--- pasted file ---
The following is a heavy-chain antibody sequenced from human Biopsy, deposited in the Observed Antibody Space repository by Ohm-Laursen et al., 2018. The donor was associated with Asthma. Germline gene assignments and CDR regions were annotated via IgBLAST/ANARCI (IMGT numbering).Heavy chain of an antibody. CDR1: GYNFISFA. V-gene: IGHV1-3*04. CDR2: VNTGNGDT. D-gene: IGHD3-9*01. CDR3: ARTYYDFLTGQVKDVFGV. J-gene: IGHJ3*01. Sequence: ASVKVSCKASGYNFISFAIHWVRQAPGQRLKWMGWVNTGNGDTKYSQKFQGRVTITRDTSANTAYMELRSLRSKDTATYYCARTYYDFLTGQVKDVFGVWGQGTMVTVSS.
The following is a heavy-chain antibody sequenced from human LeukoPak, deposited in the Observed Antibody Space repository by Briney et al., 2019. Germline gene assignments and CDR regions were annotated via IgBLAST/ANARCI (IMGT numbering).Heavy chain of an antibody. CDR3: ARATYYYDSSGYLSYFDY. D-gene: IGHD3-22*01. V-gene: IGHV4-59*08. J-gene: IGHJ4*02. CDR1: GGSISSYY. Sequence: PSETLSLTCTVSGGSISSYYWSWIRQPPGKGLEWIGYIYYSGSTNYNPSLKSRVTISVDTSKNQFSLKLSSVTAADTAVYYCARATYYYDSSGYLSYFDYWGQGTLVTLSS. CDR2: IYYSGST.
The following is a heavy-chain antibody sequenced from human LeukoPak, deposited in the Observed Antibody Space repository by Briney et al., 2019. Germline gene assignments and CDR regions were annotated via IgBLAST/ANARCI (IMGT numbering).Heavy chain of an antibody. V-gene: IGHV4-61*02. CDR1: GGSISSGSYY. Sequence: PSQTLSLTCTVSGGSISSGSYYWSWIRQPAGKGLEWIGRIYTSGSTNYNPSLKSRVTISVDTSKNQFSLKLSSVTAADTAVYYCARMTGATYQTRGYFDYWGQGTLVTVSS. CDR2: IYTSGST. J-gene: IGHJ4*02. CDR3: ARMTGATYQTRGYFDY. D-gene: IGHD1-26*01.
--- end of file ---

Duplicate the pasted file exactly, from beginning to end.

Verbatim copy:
The following is a heavy-chain antibody sequenced from human Biopsy, deposited in the Observed Antibody Space repository by Ohm-Laursen et al., 2018. The donor was associated with Asthma. Germline gene assignments and CDR regions were annotated via IgBLAST/ANARCI (IMGT numbering).Heavy chain of an antibody. CDR1: GYNFISFA. V-gene: IGHV1-3*04. CDR2: VNTGNGDT. D-gene: IGHD3-9*01. CDR3: ARTYYDFLTGQVKDVFGV. J-gene: IGHJ3*01. Sequence: ASVKVSCKASGYNFISFAIHWVRQAPGQRLKWMGWVNTGNGDTKYSQKFQGRVTITRDTSANTAYMELRSLRSKDTATYYCARTYYDFLTGQVKDVFGVWGQGTMVTVSS.
The following is a heavy-chain antibody sequenced from human LeukoPak, deposited in the Observed Antibody Space repository by Briney et al., 2019. Germline gene assignments and CDR regions were annotated via IgBLAST/ANARCI (IMGT numbering).Heavy chain of an antibody. CDR3: ARATYYYDSSGYLSYFDY. D-gene: IGHD3-22*01. V-gene: IGHV4-59*08. J-gene: IGHJ4*02. CDR1: GGSISSYY. Sequence: PSETLSLTCTVSGGSISSYYWSWIRQPPGKGLEWIGYIYYSGSTNYNPSLKSRVTISVDTSKNQFSLKLSSVTAADTAVYYCARATYYYDSSGYLSYFDYWGQGTLVTLSS. CDR2: IYYSGST.
The following is a heavy-chain antibody sequenced from human LeukoPak, deposited in the Observed Antibody Space repository by Briney et al., 2019. Germline gene assignments and CDR regions were annotated via IgBLAST/ANARCI (IMGT numbering).Heavy chain of an antibody. V-gene: IGHV4-61*02. CDR1: GGSISSGSYY. Sequence: PSQTLSLTCTVSGGSISSGSYYWSWIRQPAGKGLEWIGRIYTSGSTNYNPSLKSRVTISVDTSKNQFSLKLSSVTAADTAVYYCARMTGATYQTRGYFDYWGQGTLVTVSS. CDR2: IYTSGST. J-gene: IGHJ4*02. CDR3: ARMTGATYQTRGYFDY. D-gene: IGHD1-26*01.